Chaos and Creation in Your Backyard


In December last year Paul McCartney hosted a special solo performance from Abbey Road studios and performed unusual versions of his Beatles and solo songs. He also gave demonstrations into how he wrote and recorded them. We were shown a rare insight into how the creative processes involved in those hit records didn’t end with the writing and performing of the song but permeated throughout the recording sessions. Even the methods of recording and production were ‘played’ as an instrument.

Strawberry Fields Forever began as a simple acoustic guitar song from John. All four Beatles and producer George Martin worked as a team to give their creative experimental best to interpret it into possibly their greatest single track with dr um tape loops, the mellotron (the first ever ‘sythesizer’), orchestral sounds and effects laden guitars. You can read more about the Beatles in this book.

It reminds us that the creative process should flow on long after the initial idea or spark of inspiration has occurred. It should turn into action, creative action that exploits the best interpretation of the idea.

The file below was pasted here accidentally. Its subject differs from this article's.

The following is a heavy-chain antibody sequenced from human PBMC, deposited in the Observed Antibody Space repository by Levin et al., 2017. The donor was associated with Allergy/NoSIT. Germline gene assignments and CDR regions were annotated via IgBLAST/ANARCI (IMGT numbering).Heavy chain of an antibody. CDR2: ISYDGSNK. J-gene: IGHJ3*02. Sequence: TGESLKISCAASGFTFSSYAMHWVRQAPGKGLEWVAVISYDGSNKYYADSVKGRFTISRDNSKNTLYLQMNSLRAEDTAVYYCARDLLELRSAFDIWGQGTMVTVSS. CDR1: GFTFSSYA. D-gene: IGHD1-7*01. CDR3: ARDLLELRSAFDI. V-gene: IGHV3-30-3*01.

It reminds us of the concept of experimentation and how out of controlled chaos come the best ideas. Creativity arises out of the tension between spontaneity and limitations. The limitations, such as time limits, budget constraints or even ability are often derided but they all act to force the spontaneity into the relevant form which is so essential for the finished work to be a success.

Creativity is like the chaos of a river, controlled by t he restrictions of the riverbank, guiding it through the countryside. Without the riverbank it would just be a flood plain, directionless, formless and flat.

What are the processes of chaos and creation that go on in your backyard? What are the limitations that shape your work? If you were to host an event like McCartney’s Abbey Road performance to discuss your life’s work, what techniques and serendipitous events could you reveal? When were the moments of experimentation that led to methods that have propelled your life and career onwards?

Creativity isn’t just that eureka moment (we all have those all the time). It’s the process that turns that moment into something new, something worthwhile.

For more see:
www.aydinstone.com
www.sunmakers.co.uk

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